Jane Jacobs (1916-2006) was an urban writer and activist who championed new, community-based approaches to planning for over 40 years. Her 1961 treatise, The Death and Life of Great American Cities, became one of the most influential American texts about the inner workings and failings of cities, inspiring generations of urban planners and activists. Her efforts to stop downtown expressways and protect local neighborhoods invigorated community-based urban activism and helped end Parks Commissioner Robert Moses’s reign of power in New York City.
Maps are a way of seeing the world, seeing the ways in which people encounter spaces, build structures, demolish others, create stories but maps capture much more than the eye can see. Our studies in Bizarre Bazaar will encourage us to look at the map as a way of drawing the viewer in to sense the diversity of our spaces, to see it as an emotional response to the nature of the space. Continue reading
Our next project for Integrative Seminar/Studio, entitled Bizarre Bazaar, looks at the ways in which we engage with our city spaces through popular markets. We often see markets as areas of trade and commerce but market spaces are the pulse of any city – languages, culture, impressions, histories and stories converge in the market. Our project celebrates these market spaces through an engagement with communities, people, languages and commerce.
We have chosen markets that are known for a particular thing – whether it is fabric or beads, vegetables or animals, flee markets and paper; these markets speak about the best and the worst of our cities. Students are encouraged to encounter these places and dig past the first impressions drawing out and teasing the nature of the city itself.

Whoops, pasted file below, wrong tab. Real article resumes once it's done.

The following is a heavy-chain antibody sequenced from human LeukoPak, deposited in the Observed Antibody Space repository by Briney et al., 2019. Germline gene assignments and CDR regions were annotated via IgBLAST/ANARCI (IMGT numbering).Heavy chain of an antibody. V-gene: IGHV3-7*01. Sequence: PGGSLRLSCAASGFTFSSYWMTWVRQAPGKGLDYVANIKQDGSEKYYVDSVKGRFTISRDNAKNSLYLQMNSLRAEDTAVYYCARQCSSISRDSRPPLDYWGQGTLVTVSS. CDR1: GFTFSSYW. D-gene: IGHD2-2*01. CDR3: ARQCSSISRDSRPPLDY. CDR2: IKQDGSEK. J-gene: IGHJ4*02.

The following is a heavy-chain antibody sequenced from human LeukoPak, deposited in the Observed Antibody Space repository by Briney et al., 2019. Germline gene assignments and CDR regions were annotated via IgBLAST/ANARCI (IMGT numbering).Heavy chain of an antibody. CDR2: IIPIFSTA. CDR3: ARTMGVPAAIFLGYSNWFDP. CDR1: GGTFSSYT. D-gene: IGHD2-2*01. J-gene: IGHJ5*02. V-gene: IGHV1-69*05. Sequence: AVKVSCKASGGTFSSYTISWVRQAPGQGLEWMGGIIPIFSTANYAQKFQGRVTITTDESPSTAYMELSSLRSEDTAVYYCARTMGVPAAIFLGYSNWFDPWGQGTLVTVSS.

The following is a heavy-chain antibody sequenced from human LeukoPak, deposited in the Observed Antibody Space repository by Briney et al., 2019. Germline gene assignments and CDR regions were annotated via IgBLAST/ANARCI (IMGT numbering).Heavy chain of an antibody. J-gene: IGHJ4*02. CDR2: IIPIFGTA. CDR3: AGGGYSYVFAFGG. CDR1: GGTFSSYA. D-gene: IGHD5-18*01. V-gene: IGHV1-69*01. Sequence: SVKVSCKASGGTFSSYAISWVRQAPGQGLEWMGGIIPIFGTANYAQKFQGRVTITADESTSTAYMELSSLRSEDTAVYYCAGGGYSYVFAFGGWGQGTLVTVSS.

TARQ is screening a film on the 6th of October 2016 which I would recommend for all of you. The film, I think, would be extremely helpful with your current Integrative Seminar/Studio project and with the programs that you will do next semester.
Here are some details of the screening:
TARQ will be hosting a screening of Pahala Adhyay (1981), directed by Vishnu Mathur, presented in collaboration with independent film researcher Elroy Pinto.
Pahala Adhyay contemplates upon the life of Ravi, the protagonist, a research student in a big city. The film is made of isolated, unconnected events in Ravi’s life. The events in the film are independent of each other, but are born out of one condition which uses cyclical space and flexible time. The time-lapse between events is unspecified although the events seem to happen in a simple chronological order; it describes a state of mind. Vishnu Mathur, the director, tries to make the lived and obscurely threatening sensations of displacement into the very substance of the film. He avoids the way questions of belonging are usually formulated in terms of religion, class, national or regional identity.
The screening will be followed by a panel discussion with the director.
Date: Thursday, 6th October 2016